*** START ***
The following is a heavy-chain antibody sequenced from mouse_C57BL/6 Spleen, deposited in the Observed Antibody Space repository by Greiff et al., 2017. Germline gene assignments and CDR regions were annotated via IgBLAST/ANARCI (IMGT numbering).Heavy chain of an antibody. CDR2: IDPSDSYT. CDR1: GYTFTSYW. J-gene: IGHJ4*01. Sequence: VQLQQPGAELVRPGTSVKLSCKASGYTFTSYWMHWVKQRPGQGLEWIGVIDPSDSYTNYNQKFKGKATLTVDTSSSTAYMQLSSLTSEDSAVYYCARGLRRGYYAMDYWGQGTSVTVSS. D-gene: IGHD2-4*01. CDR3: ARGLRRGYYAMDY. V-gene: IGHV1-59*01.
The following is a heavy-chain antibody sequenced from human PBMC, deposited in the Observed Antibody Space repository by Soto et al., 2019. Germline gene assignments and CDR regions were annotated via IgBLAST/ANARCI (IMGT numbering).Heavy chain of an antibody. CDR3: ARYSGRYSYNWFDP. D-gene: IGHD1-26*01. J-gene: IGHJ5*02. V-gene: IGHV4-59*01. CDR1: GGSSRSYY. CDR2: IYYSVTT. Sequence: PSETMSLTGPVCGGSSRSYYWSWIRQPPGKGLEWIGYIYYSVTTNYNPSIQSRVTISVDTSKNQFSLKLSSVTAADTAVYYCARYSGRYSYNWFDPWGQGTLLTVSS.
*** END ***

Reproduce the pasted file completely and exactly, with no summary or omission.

The following is a heavy-chain antibody sequenced from mouse_C57BL/6 Spleen, deposited in the Observed Antibody Space repository by Greiff et al., 2017. Germline gene assignments and CDR regions were annotated via IgBLAST/ANARCI (IMGT numbering).Heavy chain of an antibody. CDR2: IDPSDSYT. CDR1: GYTFTSYW. J-gene: IGHJ4*01. Sequence: VQLQQPGAELVRPGTSVKLSCKASGYTFTSYWMHWVKQRPGQGLEWIGVIDPSDSYTNYNQKFKGKATLTVDTSSSTAYMQLSSLTSEDSAVYYCARGLRRGYYAMDYWGQGTSVTVSS. D-gene: IGHD2-4*01. CDR3: ARGLRRGYYAMDY. V-gene: IGHV1-59*01.
The following is a heavy-chain antibody sequenced from human PBMC, deposited in the Observed Antibody Space repository by Soto et al., 2019. Germline gene assignments and CDR regions were annotated via IgBLAST/ANARCI (IMGT numbering).Heavy chain of an antibody. CDR3: ARYSGRYSYNWFDP. D-gene: IGHD1-26*01. J-gene: IGHJ5*02. V-gene: IGHV4-59*01. CDR1: GGSSRSYY. CDR2: IYYSVTT. Sequence: PSETMSLTGPVCGGSSRSYYWSWIRQPPGKGLEWIGYIYYSVTTNYNPSIQSRVTISVDTSKNQFSLKLSSVTAADTAVYYCARYSGRYSYNWFDPWGQGTLLTVSS.